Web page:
Recently, it has become clear that overexpression of MYC causes glutamine addiction via a coordinated transcriptional program by the stimulation of glutamine uptake and metabolism, both directly and indirectly. MYC directly binds to the promoters and stimulates the expression of genes involved in glutaminolysis, such as the transporter ASCT2 and several enzymes utilizing glutamine 8. MYC also influences post-transcriptional regulation, as its overexpression correlates with a significant upregulation of glutaminase protein levels. This occurs indirectly by repression of the expression of miR-23a/b, which target GLS in the 3' untranslated region (UTR) 33.

Here, we confirmed that glucose deprivation induces an overexpression of SLC1A5 leading to increased glutamine uptake, in order to sustain ATP generation through the TCA cycle. In fact, glutamine could sustain the oxidative TCA cycle in MYC-driven cells, even in a glucose deprivation environment, and cells would undergo apoptosis in the absence of this amino acid 34.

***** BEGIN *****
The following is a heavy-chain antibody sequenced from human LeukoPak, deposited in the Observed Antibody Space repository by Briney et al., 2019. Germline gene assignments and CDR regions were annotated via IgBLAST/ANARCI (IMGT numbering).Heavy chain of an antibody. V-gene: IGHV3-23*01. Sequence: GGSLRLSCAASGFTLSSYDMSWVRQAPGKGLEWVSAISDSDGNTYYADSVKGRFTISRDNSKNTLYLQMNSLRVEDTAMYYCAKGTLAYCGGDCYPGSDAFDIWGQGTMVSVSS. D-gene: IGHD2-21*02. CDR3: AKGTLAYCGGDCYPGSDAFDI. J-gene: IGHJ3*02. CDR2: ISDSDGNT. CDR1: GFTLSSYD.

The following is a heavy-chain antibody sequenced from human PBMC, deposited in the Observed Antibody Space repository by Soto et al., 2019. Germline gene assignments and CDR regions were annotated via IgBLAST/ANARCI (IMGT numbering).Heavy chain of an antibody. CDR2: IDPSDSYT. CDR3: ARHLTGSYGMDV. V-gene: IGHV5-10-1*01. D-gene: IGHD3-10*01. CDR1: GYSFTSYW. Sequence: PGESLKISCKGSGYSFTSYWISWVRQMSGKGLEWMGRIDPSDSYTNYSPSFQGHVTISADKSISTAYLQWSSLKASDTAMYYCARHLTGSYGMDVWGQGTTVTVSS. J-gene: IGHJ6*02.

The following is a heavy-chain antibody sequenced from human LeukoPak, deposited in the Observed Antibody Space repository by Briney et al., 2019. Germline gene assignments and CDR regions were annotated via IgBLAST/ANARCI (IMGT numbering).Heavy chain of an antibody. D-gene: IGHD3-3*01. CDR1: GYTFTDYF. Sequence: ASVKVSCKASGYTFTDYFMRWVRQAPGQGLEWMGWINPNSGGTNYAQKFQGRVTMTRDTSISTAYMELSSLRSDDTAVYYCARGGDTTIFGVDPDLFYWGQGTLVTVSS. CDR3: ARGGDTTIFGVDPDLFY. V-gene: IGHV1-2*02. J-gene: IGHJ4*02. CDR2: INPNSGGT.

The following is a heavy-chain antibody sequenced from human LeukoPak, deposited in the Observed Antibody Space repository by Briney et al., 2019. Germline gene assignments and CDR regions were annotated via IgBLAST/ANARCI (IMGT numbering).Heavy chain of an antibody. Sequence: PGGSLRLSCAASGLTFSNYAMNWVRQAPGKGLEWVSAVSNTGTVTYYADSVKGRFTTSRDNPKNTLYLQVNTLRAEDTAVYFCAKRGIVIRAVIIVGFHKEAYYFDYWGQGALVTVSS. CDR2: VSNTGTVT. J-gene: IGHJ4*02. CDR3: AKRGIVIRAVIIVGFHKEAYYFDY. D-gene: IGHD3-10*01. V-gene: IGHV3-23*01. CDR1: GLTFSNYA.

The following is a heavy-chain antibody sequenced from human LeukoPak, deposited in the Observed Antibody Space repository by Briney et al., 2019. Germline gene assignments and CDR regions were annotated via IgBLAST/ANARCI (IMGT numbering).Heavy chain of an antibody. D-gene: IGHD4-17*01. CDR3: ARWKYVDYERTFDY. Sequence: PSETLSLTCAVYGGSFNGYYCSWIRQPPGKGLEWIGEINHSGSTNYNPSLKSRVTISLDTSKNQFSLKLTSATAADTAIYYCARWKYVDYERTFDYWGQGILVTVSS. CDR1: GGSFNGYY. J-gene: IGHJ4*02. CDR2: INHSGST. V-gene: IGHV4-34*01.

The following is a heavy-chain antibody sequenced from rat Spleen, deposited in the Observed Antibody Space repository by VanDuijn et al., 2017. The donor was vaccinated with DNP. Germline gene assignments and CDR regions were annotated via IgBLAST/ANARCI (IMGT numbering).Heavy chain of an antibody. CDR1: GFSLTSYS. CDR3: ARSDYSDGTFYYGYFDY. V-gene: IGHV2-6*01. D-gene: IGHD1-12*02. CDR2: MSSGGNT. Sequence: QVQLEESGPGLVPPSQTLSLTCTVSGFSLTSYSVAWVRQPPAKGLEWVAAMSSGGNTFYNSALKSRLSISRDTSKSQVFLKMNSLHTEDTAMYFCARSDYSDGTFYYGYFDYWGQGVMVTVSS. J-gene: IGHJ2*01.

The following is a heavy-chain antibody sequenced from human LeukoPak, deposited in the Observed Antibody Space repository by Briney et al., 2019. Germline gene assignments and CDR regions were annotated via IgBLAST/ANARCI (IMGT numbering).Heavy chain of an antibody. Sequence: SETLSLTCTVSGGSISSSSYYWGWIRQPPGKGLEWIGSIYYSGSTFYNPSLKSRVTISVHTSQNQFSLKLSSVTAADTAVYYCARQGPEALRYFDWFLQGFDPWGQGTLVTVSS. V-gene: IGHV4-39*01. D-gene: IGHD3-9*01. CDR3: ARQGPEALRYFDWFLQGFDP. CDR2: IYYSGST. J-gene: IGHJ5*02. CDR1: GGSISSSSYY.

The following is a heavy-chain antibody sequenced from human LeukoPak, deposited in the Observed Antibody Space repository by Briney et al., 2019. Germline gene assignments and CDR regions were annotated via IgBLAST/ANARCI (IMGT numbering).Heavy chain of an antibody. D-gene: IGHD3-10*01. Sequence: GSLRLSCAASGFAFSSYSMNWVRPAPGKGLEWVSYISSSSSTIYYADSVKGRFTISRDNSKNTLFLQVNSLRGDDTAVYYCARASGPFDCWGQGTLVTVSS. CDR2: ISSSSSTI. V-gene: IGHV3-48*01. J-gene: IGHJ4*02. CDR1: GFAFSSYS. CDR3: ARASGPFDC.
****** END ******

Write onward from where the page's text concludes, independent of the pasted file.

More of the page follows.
A further role for glutamine in cell protein translation stems from observations that a master regulator of protein translation, the mammalian target of rapamycin complex 1 (mTORC1), is responsive to glutamine levels 35. MYC and mTOR are involved in a positive feedback loop. mTORC1/S6K1 controls MYC expression by modulating mRNA translation initiation efficiency via phosphorylation of the initiation factor eIF4B. On the other hand, MYC promotes mTORC1 activity by facilitating leucine uptake 36. The study of Fuchs et al. in 2007 showed that silencing ASCT2 in hepatoma cells caused a reduction of mTOR activity leading to apoptosis. Glutamine taken up by ASCT2 stimulates leucine uptake by a parallel leucine/glutamine antiport catalyzed by the large neutral amino acid transporter 1 (LAT1), this promotes mTORC1 assembly and lysosomal localization 37,38. Furthermore, rapamycin decreases ASCT2 expression, thus indicating a reciprocal effect between this transporter and mTOR activity 37.